Food, water and the air we breathe. The ties that bind us to the community of living things. I do love writing that looks at reconnection via great landscapes, via intimate experience of living things. But I also have a special place in my heart for people who write about the role of the food on our plates. In ‘Earthlines’ we have always quietly celebrated the people who approach food with honesty and in the knowledge that our relationship with our food is one of the great fundamentals which we need to re-build if we are to re-build anything at all: the people who write about allotments and foraging, about the soil and the preparation of honest food. So when I chanced on Carol Devine and Wendy Trusler’s book ‘The Antarctic Book of Cooking and Cleaning’, my ears pricked up. Would it be just a food gimmick, I wondered? Like making horseradish and seaweed ice-cream with liquid nitrogen? No, thank heavens, anything but. The article which I subsequently persuaded Carol Devine to kindly write for us looks at the pivotal community-building role of the preparation of food and dealing with our rubbish – against the backdrop of one of the most extreme environments (for humans) on the planet. It is ‘Earthlines’ bottom-upness from start to finish. Thanks, Carol.
Often there just isn’t the space in the magazine for all the images or threads of the story that we’d like to include. Carol’s article was a case in point. We nearly had a ‘first’ for the magazine – recipes! The famous Antarctic recipes of Wendy Trusler. But they were rather intricate and would have taken a page or more by themselves, so sadly you’ll have to ask her for them yourself, or get a look at the book.
Carol’s article vividly paints the strengths and the frailties of the characters who played host to her, to Wendy and to the volunteers who accompanied them on their Antarctic clean-up – the Russian Antarctic Expedition. These are people who love a place and a way of life where there is nowhere to hide, nowhere to disguise your mistakes or bury your past. A microcosm of the modern world as we hit the ecological end-stops of human activity on this planet. Here is one of them who sticks in my mind, ‘Meteorological Sasha’, going outside to release a met balloon (at 6.30 am precisely), captured by Wendy Trusler.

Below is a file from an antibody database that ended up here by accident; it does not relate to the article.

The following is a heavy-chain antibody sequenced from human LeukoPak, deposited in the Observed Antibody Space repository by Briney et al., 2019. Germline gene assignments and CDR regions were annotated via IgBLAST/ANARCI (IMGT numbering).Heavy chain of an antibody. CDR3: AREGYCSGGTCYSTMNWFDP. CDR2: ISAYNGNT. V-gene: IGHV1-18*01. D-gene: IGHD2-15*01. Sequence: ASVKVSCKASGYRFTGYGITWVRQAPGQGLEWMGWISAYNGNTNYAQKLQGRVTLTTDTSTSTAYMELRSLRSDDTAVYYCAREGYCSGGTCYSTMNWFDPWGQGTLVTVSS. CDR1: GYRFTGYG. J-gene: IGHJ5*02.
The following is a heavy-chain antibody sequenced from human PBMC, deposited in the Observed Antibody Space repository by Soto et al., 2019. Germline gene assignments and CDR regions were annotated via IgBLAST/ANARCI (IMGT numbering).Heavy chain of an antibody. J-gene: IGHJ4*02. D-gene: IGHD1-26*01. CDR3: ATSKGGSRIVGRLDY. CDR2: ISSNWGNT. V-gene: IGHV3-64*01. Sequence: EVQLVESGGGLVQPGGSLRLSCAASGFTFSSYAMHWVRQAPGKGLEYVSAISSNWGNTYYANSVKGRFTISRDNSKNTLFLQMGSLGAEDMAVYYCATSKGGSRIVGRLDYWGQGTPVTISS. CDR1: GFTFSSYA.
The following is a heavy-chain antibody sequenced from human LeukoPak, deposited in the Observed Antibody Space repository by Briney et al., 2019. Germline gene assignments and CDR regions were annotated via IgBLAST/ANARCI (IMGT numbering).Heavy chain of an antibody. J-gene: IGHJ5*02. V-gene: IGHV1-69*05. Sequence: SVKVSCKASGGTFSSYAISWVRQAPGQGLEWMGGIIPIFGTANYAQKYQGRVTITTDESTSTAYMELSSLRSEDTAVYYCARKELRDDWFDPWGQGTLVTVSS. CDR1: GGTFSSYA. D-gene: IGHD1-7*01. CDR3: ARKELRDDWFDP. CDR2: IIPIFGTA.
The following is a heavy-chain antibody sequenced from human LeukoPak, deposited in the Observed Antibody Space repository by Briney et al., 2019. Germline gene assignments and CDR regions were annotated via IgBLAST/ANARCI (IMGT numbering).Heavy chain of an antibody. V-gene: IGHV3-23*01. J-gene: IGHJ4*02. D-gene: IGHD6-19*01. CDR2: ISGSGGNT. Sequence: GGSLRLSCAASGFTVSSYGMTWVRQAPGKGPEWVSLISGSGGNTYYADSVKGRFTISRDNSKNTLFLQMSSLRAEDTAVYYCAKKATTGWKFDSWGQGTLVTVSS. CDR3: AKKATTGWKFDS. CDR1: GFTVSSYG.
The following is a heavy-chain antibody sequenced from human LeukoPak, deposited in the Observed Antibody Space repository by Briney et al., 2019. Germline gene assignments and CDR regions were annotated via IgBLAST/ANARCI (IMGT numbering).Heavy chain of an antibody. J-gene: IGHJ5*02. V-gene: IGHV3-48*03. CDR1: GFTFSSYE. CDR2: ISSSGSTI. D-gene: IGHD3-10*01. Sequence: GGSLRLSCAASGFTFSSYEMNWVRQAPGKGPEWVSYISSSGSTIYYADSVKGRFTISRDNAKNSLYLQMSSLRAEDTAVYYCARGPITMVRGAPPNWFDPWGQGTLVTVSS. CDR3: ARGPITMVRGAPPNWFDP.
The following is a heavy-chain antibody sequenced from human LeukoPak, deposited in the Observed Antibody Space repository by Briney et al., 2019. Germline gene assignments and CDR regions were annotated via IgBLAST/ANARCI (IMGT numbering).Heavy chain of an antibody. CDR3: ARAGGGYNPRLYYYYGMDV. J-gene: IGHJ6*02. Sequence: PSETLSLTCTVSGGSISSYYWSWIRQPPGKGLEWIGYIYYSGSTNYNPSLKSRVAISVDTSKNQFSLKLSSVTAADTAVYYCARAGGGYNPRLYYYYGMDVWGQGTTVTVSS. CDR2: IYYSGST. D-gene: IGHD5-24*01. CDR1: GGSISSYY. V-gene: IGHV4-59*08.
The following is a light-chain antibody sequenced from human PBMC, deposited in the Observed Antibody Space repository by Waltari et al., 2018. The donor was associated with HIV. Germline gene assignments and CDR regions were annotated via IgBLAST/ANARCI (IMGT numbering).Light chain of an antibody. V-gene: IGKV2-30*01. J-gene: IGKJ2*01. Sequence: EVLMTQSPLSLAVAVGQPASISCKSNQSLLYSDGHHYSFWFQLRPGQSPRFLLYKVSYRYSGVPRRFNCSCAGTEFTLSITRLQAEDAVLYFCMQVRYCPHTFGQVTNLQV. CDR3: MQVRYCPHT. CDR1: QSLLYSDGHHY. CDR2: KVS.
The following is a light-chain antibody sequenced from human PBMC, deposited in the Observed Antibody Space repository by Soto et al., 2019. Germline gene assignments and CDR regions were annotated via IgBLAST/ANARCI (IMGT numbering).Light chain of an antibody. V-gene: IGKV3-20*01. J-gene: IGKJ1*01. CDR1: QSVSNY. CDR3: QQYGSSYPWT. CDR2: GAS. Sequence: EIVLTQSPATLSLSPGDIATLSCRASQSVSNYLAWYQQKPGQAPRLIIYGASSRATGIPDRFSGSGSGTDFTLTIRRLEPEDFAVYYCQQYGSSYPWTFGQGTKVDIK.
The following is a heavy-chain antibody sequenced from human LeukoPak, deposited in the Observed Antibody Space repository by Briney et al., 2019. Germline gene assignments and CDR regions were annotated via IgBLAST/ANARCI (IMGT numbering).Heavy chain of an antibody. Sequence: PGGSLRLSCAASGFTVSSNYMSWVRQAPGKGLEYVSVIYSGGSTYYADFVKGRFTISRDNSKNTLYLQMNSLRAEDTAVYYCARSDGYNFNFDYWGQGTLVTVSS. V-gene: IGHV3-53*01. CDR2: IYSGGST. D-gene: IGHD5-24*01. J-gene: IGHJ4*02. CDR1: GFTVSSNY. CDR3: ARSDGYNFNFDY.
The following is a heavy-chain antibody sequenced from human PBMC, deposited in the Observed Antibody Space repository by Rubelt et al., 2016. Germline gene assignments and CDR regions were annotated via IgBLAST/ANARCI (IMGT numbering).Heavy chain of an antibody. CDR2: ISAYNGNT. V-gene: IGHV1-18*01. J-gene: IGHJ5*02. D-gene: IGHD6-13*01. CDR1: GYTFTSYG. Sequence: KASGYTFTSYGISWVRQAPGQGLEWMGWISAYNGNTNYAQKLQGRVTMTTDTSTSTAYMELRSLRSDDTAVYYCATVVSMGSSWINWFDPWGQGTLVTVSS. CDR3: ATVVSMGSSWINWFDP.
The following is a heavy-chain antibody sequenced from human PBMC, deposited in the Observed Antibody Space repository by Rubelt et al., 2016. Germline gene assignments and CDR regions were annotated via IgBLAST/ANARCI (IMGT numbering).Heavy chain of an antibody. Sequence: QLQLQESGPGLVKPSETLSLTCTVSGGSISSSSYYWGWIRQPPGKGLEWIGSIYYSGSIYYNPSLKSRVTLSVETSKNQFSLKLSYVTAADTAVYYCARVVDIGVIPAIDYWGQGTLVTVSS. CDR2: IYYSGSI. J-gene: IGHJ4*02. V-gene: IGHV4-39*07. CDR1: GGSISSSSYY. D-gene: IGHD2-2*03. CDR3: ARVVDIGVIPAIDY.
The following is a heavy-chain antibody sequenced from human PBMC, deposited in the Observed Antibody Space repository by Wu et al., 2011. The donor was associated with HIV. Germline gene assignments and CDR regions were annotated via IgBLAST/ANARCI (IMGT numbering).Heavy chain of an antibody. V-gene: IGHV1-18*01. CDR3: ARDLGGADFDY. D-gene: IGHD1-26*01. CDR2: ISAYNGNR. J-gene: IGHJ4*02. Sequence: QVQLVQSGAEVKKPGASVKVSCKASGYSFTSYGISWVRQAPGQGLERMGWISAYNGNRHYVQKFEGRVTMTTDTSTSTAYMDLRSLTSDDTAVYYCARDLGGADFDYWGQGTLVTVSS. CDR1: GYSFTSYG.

Carol’s writing isn’t as well known, perhaps, on this side of the Atlantic – though I imagine we’ll be hearing a lot more from her in the future. She has quite a range of experience:
“Carol is a self-described global health and earth health activist. She’s worked for Médecins Sans Frontières/Doctors Without Borders, a medical humanitarian organization, for the majority of her career. First she was a field volunteer in Rwanda following the genocide, then she worked in South Sudan during the famine in 1998 and followed other crises in East Timor, Peru and today on Europe’s shores and borders where the tip of the massive global refugee crisis is unfolding. It is clear to Carol that health, human rights and environment are interrelated. She has also interspersed her time working with other amazing organizations such as The Diplomacy Training Program, Faculty of Law, University of New South Wales, a hands-on advocacy program for human rights defenders in the Asia-Pacific and with The Museum of AIDS in Africa. Carol’s personal projects include writing short stories, exploring the human footprint in the Arctic and urban cross-country skiing, when snow in Toronto permits.”